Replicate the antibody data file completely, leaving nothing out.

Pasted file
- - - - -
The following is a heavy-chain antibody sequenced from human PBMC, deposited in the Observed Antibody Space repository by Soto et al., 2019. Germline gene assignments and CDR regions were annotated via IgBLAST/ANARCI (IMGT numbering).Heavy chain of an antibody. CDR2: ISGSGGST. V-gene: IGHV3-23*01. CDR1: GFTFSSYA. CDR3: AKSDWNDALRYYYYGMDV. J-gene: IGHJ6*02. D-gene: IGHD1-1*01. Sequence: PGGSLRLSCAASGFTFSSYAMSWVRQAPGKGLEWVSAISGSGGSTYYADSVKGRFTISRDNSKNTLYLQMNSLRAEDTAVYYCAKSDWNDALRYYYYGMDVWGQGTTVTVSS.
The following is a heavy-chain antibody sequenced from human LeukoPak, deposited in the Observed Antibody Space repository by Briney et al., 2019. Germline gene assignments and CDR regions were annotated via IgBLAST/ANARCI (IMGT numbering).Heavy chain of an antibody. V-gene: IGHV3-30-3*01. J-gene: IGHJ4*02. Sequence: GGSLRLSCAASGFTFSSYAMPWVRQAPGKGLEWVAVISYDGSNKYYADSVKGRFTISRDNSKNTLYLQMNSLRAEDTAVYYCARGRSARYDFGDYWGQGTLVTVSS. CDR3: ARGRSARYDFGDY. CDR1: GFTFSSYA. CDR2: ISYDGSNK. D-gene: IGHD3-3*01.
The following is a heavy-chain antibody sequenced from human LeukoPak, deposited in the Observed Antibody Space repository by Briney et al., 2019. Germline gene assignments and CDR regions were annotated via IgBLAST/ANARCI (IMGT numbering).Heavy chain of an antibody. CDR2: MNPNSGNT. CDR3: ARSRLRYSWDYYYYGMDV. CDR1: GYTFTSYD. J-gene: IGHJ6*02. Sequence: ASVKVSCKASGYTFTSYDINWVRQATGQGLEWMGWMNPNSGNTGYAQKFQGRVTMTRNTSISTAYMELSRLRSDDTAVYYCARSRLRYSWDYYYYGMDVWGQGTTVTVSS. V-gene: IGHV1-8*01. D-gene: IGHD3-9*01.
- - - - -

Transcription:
The following is a heavy-chain antibody sequenced from human PBMC, deposited in the Observed Antibody Space repository by Soto et al., 2019. Germline gene assignments and CDR regions were annotated via IgBLAST/ANARCI (IMGT numbering).Heavy chain of an antibody. CDR2: ISGSGGST. V-gene: IGHV3-23*01. CDR1: GFTFSSYA. CDR3: AKSDWNDALRYYYYGMDV. J-gene: IGHJ6*02. D-gene: IGHD1-1*01. Sequence: PGGSLRLSCAASGFTFSSYAMSWVRQAPGKGLEWVSAISGSGGSTYYADSVKGRFTISRDNSKNTLYLQMNSLRAEDTAVYYCAKSDWNDALRYYYYGMDVWGQGTTVTVSS.
The following is a heavy-chain antibody sequenced from human LeukoPak, deposited in the Observed Antibody Space repository by Briney et al., 2019. Germline gene assignments and CDR regions were annotated via IgBLAST/ANARCI (IMGT numbering).Heavy chain of an antibody. V-gene: IGHV3-30-3*01. J-gene: IGHJ4*02. Sequence: GGSLRLSCAASGFTFSSYAMPWVRQAPGKGLEWVAVISYDGSNKYYADSVKGRFTISRDNSKNTLYLQMNSLRAEDTAVYYCARGRSARYDFGDYWGQGTLVTVSS. CDR3: ARGRSARYDFGDY. CDR1: GFTFSSYA. CDR2: ISYDGSNK. D-gene: IGHD3-3*01.
The following is a heavy-chain antibody sequenced from human LeukoPak, deposited in the Observed Antibody Space repository by Briney et al., 2019. Germline gene assignments and CDR regions were annotated via IgBLAST/ANARCI (IMGT numbering).Heavy chain of an antibody. CDR2: MNPNSGNT. CDR3: ARSRLRYSWDYYYYGMDV. CDR1: GYTFTSYD. J-gene: IGHJ6*02. Sequence: ASVKVSCKASGYTFTSYDINWVRQATGQGLEWMGWMNPNSGNTGYAQKFQGRVTMTRNTSISTAYMELSRLRSDDTAVYYCARSRLRYSWDYYYYGMDVWGQGTTVTVSS. V-gene: IGHV1-8*01. D-gene: IGHD3-9*01.